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Old 10-01-2009, 01:16 AM   #1 (permalink)
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Default HT, does this matter?

Does the HT of a motherboard matter when choosing a CPU? I've never really understood HyperTransport before. I.E. Will a CPU with a HT speed of 2000Mhz work in a board with 1000Mhz HT speeds?
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Old 10-04-2009, 06:06 PM   #2 (permalink)
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Default Re: HT, does this matter?

HyperTransport comes in four speed versions — 1.x, 2.0, 3.0, and 3.1 — which run from 200 MHz to 3.2 GHz. It is also a DDR or "Double Data Rate" connection, meaning it sends data on both the rising and falling edges of the clock signal. This allows for a maximum data rate of 6400 MT/s when running at 3.2 GHz. The operating frequency is auto-negotiated.
HyperTransport supports an auto-negotiated bit width, ranging from two- to 32-link interconnects. The full-width, full-speed, 32-bit interconnect has a transfer rate of 25.6 GB/s (3.2 GHz/link * 2 bits/Hz * 32 links * 1 Byte / 8 bits) per direction, or 51.2 GB/s aggregated bandwidth per link, making it faster than any existing bus standard for PC workstations and servers (such as Intel sponsored PCI Express) as well as making it faster than most bus standards for high-performance computing and networking. Links of various widths can be mixed together in a single system (for example, one 16-link interconnect to another CPU and one 8-link interconnect to a peripheral device), which allows for a wider interconnect between CPUs, and a lower-speed interconnect to peripherals as appropriate. It also supports link splitting, where a single 16-link interconnect can be divided into two 8-link interconnects. The technology also typically has lower latency than other solutions due to its lower overhead.

The primary use for HyperTransport is to replace the front-side bus, which is currently different for every type of machine. For instance, a Pentium cannot be plugged into a PCI Express bus. In order to expand the system, the proprietary front-side bus must connect through adapters for the various standard buses, like AGP or PCI Express. These are typically included in the respective controller functions, namely the northbridge and southbridge.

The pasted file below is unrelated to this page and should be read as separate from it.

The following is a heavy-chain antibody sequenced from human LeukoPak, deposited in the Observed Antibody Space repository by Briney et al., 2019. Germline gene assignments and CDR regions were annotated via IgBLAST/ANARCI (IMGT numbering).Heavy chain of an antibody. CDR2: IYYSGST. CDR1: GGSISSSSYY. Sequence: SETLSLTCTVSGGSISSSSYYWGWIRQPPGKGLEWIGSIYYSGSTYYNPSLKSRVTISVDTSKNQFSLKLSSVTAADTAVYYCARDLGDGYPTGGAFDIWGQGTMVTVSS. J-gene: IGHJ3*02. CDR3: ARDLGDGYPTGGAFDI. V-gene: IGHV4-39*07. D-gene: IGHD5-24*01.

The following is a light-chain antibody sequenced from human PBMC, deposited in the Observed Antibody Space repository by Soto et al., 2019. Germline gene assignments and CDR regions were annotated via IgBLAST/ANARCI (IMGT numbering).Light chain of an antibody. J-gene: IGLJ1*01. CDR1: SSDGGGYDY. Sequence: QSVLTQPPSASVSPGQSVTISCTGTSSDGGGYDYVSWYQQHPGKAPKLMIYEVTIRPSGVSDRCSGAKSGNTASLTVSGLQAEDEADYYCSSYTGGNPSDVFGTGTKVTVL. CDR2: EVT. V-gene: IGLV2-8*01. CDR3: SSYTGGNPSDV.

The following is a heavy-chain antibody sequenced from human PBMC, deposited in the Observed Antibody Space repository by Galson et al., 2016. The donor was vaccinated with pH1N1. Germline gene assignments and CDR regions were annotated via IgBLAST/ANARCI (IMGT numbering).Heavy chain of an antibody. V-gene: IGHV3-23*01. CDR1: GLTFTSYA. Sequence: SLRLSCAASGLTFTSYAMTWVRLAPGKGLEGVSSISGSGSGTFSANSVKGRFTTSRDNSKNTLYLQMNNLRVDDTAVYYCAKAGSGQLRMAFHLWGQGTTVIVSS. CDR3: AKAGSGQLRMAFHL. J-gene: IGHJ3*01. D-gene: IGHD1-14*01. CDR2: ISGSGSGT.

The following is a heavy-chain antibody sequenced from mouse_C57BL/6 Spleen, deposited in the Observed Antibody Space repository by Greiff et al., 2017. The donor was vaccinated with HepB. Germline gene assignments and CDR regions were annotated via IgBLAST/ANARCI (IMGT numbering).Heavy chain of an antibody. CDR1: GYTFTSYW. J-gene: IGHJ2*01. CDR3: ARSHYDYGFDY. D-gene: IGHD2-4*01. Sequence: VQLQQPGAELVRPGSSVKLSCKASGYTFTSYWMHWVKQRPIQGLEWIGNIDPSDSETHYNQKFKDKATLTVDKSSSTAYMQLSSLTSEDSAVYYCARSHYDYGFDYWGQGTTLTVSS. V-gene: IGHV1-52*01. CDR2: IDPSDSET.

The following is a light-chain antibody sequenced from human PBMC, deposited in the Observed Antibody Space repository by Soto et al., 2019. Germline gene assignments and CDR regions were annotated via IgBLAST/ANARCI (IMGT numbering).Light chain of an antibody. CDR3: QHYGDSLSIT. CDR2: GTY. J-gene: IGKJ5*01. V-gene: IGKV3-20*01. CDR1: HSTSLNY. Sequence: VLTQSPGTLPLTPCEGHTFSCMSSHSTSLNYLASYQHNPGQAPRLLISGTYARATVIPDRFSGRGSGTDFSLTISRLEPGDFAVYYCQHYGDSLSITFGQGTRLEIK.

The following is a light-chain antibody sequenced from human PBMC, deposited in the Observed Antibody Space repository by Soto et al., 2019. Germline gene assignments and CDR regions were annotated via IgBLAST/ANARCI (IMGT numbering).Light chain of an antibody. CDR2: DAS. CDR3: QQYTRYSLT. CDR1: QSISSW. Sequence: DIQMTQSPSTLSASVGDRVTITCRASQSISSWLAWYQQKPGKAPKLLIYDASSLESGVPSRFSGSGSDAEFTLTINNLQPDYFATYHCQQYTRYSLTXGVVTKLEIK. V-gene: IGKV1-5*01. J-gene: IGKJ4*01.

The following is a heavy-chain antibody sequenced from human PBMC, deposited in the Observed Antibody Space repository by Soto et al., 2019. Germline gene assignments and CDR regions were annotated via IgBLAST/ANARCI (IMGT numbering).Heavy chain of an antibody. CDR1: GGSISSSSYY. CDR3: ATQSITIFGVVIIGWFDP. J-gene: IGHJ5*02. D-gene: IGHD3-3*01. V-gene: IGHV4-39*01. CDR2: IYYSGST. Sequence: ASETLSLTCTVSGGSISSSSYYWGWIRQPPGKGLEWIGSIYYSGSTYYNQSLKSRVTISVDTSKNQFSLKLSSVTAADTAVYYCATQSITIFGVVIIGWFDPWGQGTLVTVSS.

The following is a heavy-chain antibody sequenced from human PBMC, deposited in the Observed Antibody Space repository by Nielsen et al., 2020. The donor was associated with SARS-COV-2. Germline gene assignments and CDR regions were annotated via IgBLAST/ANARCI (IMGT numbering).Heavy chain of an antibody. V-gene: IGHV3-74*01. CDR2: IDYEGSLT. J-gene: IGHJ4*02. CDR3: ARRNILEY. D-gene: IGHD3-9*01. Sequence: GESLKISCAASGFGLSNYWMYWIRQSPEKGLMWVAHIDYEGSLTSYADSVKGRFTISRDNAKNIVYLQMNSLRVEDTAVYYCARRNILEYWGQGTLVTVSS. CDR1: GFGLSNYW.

In contrast, HyperTransport is an open specification, published by a multi-company consortium. A single HyperTransport adapter chip will work with a wide spectrum of HyperTransport enabled microprocessors. For example, Broadcom HT-1000 and HT-2000 server controller devices can work with many different HyperTransport enabled microprocessors.
AMD uses HyperTransport to replace the Front-Side Bus in their Opteron, Athlon 64, Sempron 64, Turion 64, and Phenom families of microprocessors.

HyperTransport - Wikipedia, the free encyclopedia
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Old 10-04-2009, 07:25 PM   #3 (permalink)
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Default Re: HT, does this matter?

Quote:
Originally Posted by Osiris View Post
HyperTransport comes in four speed versions — 1.x, 2.0, 3.0, and 3.1 — which run from 200 MHz to 3.2 GHz. It is also a DDR or "Double Data Rate" connection, meaning it sends data on both the rising and falling edges of the clock signal. This allows for a maximum data rate of 6400 MT/s when running at 3.2 GHz. The operating frequency is auto-negotiated.
HyperTransport supports an auto-negotiated bit width, ranging from two- to 32-link interconnects. The full-width, full-speed, 32-bit interconnect has a transfer rate of 25.6 GB/s (3.2 GHz/link * 2 bits/Hz * 32 links * 1 Byte / 8 bits) per direction, or 51.2 GB/s aggregated bandwidth per link, making it faster than any existing bus standard for PC workstations and servers (such as Intel sponsored PCI Express) as well as making it faster than most bus standards for high-performance computing and networking. Links of various widths can be mixed together in a single system (for example, one 16-link interconnect to another CPU and one 8-link interconnect to a peripheral device), which allows for a wider interconnect between CPUs, and a lower-speed interconnect to peripherals as appropriate. It also supports link splitting, where a single 16-link interconnect can be divided into two 8-link interconnects. The technology also typically has lower latency than other solutions due to its lower overhead.

The primary use for HyperTransport is to replace the front-side bus, which is currently different for every type of machine. For instance, a Pentium cannot be plugged into a PCI Express bus. In order to expand the system, the proprietary front-side bus must connect through adapters for the various standard buses, like AGP or PCI Express. These are typically included in the respective controller functions, namely the northbridge and southbridge.
In contrast, HyperTransport is an open specification, published by a multi-company consortium. A single HyperTransport adapter chip will work with a wide spectrum of HyperTransport enabled microprocessors. For example, Broadcom HT-1000 and HT-2000 server controller devices can work with many different HyperTransport enabled microprocessors.
AMD uses HyperTransport to replace the Front-Side Bus in their Opteron, Athlon 64, Sempron 64, Turion 64, and Phenom families of microprocessors.

HyperTransport - Wikipedia, the free encyclopedia
Thanks for that, but honestly, that went over my head.
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